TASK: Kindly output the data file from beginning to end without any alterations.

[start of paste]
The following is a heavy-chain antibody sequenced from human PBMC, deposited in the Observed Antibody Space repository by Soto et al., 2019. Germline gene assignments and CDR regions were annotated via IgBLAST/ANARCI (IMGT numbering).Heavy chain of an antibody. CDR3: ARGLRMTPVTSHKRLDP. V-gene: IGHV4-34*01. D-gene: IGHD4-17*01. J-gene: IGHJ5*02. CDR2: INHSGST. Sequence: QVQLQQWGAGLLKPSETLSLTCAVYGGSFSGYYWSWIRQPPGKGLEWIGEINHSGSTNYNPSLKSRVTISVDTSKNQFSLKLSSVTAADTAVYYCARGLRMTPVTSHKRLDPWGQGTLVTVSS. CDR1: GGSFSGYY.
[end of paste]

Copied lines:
The following is a heavy-chain antibody sequenced from human PBMC, deposited in the Observed Antibody Space repository by Soto et al., 2019. Germline gene assignments and CDR regions were annotated via IgBLAST/ANARCI (IMGT numbering).Heavy chain of an antibody. CDR3: ARGLRMTPVTSHKRLDP. V-gene: IGHV4-34*01. D-gene: IGHD4-17*01. J-gene: IGHJ5*02. CDR2: INHSGST. Sequence: QVQLQQWGAGLLKPSETLSLTCAVYGGSFSGYYWSWIRQPPGKGLEWIGEINHSGSTNYNPSLKSRVTISVDTSKNQFSLKLSSVTAADTAVYYCARGLRMTPVTSHKRLDPWGQGTLVTVSS. CDR1: GGSFSGYY.